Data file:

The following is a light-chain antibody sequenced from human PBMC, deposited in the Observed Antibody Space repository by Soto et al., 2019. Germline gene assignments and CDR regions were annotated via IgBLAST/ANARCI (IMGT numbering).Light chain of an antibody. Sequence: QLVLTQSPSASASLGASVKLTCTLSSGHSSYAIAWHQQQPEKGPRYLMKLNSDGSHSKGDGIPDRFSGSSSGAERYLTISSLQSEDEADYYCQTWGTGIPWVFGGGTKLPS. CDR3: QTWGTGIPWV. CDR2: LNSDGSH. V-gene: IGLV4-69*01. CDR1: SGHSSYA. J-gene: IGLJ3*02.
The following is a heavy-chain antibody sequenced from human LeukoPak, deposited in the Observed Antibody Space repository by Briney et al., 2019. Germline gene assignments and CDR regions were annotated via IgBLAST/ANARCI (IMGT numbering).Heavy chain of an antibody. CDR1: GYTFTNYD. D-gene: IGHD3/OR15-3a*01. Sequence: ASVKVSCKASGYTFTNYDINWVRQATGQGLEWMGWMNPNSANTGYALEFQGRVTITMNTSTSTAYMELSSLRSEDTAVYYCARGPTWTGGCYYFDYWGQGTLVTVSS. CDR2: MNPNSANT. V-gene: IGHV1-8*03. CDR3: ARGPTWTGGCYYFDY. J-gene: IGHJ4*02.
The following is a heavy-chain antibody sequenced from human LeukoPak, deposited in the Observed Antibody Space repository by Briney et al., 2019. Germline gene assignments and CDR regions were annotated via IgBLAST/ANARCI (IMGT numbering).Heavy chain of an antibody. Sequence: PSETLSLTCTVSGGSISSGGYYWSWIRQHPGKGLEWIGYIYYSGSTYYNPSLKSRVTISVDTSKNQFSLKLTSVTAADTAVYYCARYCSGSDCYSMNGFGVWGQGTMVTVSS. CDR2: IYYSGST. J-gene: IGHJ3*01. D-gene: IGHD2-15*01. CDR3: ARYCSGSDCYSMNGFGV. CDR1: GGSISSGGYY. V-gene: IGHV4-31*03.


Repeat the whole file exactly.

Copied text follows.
The following is a light-chain antibody sequenced from human PBMC, deposited in the Observed Antibody Space repository by Soto et al., 2019. Germline gene assignments and CDR regions were annotated via IgBLAST/ANARCI (IMGT numbering).Light chain of an antibody. Sequence: QLVLTQSPSASASLGASVKLTCTLSSGHSSYAIAWHQQQPEKGPRYLMKLNSDGSHSKGDGIPDRFSGSSSGAERYLTISSLQSEDEADYYCQTWGTGIPWVFGGGTKLPS. CDR3: QTWGTGIPWV. CDR2: LNSDGSH. V-gene: IGLV4-69*01. CDR1: SGHSSYA. J-gene: IGLJ3*02.
The following is a heavy-chain antibody sequenced from human LeukoPak, deposited in the Observed Antibody Space repository by Briney et al., 2019. Germline gene assignments and CDR regions were annotated via IgBLAST/ANARCI (IMGT numbering).Heavy chain of an antibody. CDR1: GYTFTNYD. D-gene: IGHD3/OR15-3a*01. Sequence: ASVKVSCKASGYTFTNYDINWVRQATGQGLEWMGWMNPNSANTGYALEFQGRVTITMNTSTSTAYMELSSLRSEDTAVYYCARGPTWTGGCYYFDYWGQGTLVTVSS. CDR2: MNPNSANT. V-gene: IGHV1-8*03. CDR3: ARGPTWTGGCYYFDY. J-gene: IGHJ4*02.
The following is a heavy-chain antibody sequenced from human LeukoPak, deposited in the Observed Antibody Space repository by Briney et al., 2019. Germline gene assignments and CDR regions were annotated via IgBLAST/ANARCI (IMGT numbering).Heavy chain of an antibody. Sequence: PSETLSLTCTVSGGSISSGGYYWSWIRQHPGKGLEWIGYIYYSGSTYYNPSLKSRVTISVDTSKNQFSLKLTSVTAADTAVYYCARYCSGSDCYSMNGFGVWGQGTMVTVSS. CDR2: IYYSGST. J-gene: IGHJ3*01. D-gene: IGHD2-15*01. CDR3: ARYCSGSDCYSMNGFGV. CDR1: GGSISSGGYY. V-gene: IGHV4-31*03.